The Los Angeles Kings are the clear favorites against the New York Rangers. Owning (easily) the most impactful forward and defenseman in this series, the opposition will be hard pressed to control play when Anze Kopitar and Drew Doughty are on the ice. And the Kings are one of the few teams in the league that can match, if not surpass, the Rangers’ depth.
That said, in a seven-game series, anything can happen. What might derail LA’s parade route down Figueroa?
Henrik Lundqvist VS Jonathan Quick
Quick has been fortunate to face three teams that have been just as uneven in net as he’s been. It’s not often that you get to face five different starting goalies in your first two playoff rounds. This inconsistency appears to be par for course from the 2012 Conn Smythe winner.
The consistently excellent Lundqvist is not likely to falter as dramatically as Quick’s prior opponents. And the 2006 Gold Medalist is certainly capable of stealing the championship.
The good news for Kings fans is that Quick doesn’t need to win this series himself—chances are, he just needs to not lose it.
And yes, I know he’s capable of more. But who knows if we see Banner or Hulk or whatever’s in between this round?
Rick Nash Gets Hot, Kings Go Cold
Nash is a career 12.4% shooter. He’s shooting 4.6% this postseason (4.2% over his playoff career).
Trevor Lewis is a career 4.3% shooter.
Nash’s averaged 3.25 shots/game during the playoffs—3.46 shots/game over his regular season career—so that’s not the issue. The chances have been there too.
So while it’s possible that Nash grips the stick a little tighter in the clutch, as some have suggested, it’s more likely that he’s going to start outshooting Trevor Lewis any day now.
On LA’s side, most of their scorers are riding a wave of good luck:
This is not to say that the Rangers haven’t shot well this postseason. But the Kings have been extraordinary so far:
Even in their history-making 2012, the Kings posted just a 9.3 playoff shooting % (as opposed to a 7.5 regular season). Of course, you can say that they’re correcting their regular season misfortune right now, but this is extreme. Essentially, the team has shot like a collective Jeff Carter during the playoffs. Will the Southern California heat wave continue another couple weeks?
After enduring nine playoff games without a 5v4 goal, the Rangers’ power play has notched seven such markers in their last nine. Their man advantage is certainly better than their dismal 13.6% over this postseason. Perhaps much better, examining their regular season underlying numbers. Their 5v4 shot volume suggests better results:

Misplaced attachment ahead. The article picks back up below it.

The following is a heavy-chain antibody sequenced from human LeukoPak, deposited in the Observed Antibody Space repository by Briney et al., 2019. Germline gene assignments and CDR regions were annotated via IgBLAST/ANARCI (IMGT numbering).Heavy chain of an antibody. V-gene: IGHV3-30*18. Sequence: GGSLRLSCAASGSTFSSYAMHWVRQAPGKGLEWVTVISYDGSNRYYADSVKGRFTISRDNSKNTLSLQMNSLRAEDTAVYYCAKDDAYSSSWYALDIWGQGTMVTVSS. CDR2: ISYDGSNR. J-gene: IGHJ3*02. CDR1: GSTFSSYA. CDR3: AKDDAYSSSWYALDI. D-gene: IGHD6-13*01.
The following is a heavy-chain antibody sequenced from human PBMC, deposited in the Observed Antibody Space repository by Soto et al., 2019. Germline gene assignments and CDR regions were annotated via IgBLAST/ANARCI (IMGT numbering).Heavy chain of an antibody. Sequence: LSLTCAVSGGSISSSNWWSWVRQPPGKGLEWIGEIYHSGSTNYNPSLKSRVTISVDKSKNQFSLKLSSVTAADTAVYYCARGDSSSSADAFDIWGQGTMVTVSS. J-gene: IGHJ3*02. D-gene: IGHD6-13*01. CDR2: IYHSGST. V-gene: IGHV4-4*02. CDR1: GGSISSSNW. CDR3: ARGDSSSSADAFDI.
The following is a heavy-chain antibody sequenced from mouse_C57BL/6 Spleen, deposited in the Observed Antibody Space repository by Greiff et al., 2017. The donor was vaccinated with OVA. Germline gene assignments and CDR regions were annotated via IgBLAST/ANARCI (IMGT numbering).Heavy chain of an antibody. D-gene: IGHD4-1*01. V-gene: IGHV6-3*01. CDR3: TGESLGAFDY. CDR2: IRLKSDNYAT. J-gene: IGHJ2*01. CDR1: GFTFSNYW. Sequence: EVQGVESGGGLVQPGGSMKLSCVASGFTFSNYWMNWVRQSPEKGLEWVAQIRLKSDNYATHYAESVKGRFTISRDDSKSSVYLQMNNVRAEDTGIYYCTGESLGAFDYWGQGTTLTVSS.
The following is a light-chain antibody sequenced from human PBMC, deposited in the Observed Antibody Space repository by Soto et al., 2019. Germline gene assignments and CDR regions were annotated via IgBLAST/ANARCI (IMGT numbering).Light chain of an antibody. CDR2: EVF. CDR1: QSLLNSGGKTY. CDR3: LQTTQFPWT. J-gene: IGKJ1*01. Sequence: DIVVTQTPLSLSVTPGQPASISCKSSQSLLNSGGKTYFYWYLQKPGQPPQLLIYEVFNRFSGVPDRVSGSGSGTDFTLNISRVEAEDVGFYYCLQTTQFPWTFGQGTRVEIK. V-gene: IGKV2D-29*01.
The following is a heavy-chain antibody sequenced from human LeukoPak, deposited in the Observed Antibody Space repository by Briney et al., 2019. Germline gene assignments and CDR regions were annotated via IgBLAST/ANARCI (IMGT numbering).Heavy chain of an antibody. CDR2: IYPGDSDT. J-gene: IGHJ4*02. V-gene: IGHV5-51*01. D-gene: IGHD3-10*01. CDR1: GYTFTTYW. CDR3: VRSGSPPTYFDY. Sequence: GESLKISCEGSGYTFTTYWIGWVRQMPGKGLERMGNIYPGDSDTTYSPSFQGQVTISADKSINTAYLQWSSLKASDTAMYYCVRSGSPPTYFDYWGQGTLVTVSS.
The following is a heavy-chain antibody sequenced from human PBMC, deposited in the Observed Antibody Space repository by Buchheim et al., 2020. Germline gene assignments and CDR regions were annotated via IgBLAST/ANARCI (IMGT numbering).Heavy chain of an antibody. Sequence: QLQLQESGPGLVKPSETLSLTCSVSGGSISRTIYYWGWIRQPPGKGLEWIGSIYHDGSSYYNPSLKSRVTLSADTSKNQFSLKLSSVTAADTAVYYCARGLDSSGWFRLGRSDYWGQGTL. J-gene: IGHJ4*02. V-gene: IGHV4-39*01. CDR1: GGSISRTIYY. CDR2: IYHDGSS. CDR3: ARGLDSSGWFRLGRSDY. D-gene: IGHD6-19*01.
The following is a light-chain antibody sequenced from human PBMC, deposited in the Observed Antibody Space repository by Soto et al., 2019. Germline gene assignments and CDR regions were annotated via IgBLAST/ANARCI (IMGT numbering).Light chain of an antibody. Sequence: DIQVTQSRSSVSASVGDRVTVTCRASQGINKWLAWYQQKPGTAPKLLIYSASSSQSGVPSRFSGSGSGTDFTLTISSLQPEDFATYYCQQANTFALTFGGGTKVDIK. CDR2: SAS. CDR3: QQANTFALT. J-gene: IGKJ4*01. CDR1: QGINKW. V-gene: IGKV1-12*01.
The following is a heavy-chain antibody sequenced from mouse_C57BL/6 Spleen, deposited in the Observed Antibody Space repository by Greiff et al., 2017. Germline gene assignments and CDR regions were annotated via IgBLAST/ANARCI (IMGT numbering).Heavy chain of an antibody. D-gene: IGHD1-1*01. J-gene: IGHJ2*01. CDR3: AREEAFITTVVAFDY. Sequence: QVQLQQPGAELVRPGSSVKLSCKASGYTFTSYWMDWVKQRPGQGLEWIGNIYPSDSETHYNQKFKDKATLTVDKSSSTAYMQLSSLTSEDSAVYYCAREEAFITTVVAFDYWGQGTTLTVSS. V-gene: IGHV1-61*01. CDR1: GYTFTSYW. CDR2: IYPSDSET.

(Corsi For/60 mins measures blocked + unblocked shot attempts for when a player or team is on the ice per 60 minutes of ice time. Fenwick For/60 mins measures unblocked shot attempts for when a player or team is on the ice per 60 minutes of ice time.)
Los Angeles, on the other hand, has annihilated competition on the man advantage with a playoff 25.4% (after a regular season 15.1%). But as outlined in my first round playoff preview, this improvement is very legitimate, if not necessarily 25.4% legitimate.
I have some unsolved questions about New York’s penalty killing:
(Corsi Against/60 mins measures blocked + unblocked shot attempts against when a player or team is on the ice per 60 minutes of ice time. Fenwick Against/60 mins measures unblocked shot attempts against when a player or team is on the ice per 60 minutes of ice time.)
The Blueshirts have somehow shaved a significant amount of 4v5 Shots Against during the playoffs. After crunching the numbers for each of their series (ask me if interested) and watching tape, I can’t really explain the increase in NY PK blocked and missed shots against.
Luck, a great penalty kill, or terrific coaching? Evan Sporer of Blueshirt Banter emphasizes the latter: “Alain Vigneault and Ulf Samuelsson have done a great job preparing and fine-tuning in each of the three series thus far for what the opposing power play brings.”
It’s worth noting that the Rangers were the league’s second-most disciplined team in the regular season (232 Times Shorthanded); the Kings ranked 28th (296 Times Shorthanded).
Bottom Six Will Give Fits
Benoit Pouliot-Derick Brassard-Mats Zuccarello is one of the league’s best third lines. They may see a lot of the Carter or Mike Richards lines. Los Angeles’s third line will probably draw Carl Hagelin-Brad Richards-Martin St. Louis. As mentioned in the Jewels from the Crown preview, they’re “Vigneault’s weapon of choice in the offensive zone.”
If the Kopitar line, as expected, outplays Chris Kreider-Derek Stepan-Nash, these closer matchups may prove to be the series swing vote.
Vigneault has shown little fear in his fourth-line deployment (usually Brian Boyle-Dominic Moore-Derek Dorsett), consistently throwing them against the likes of Claude Giroux, Sidney Crosby, and Evgeni Malkin this postseason.
He should shelter them more if possible. While they contest the majority of New York’s defensive zone starts, their Corsi and Corsi Relative Quality of Competition is in the bottom quarter among team forwards, suggesting that it’s not just their tougher minutes accounting for their burnable puck possession. Basically, they’re used like Chicago’s Marcus Kruger, but they’re not as good (Kruger being a “fourth-liner” given his team’s toughest minutes but posting strong Corsi).
(Corsi Relative Quality of Competition compares 5v5 Even Strength all shots attempted versus shots against when a player is on the ice, relative to teammates and opposition.)
The Kings ride down Figueroa after six games. Expecting that LA’s scoring tapers off a little, I’m looking at a tighter team defense and an improved Quick to lead the way. New York has the weakest offense of any of Los Angeles’s playoff opponents, which should help.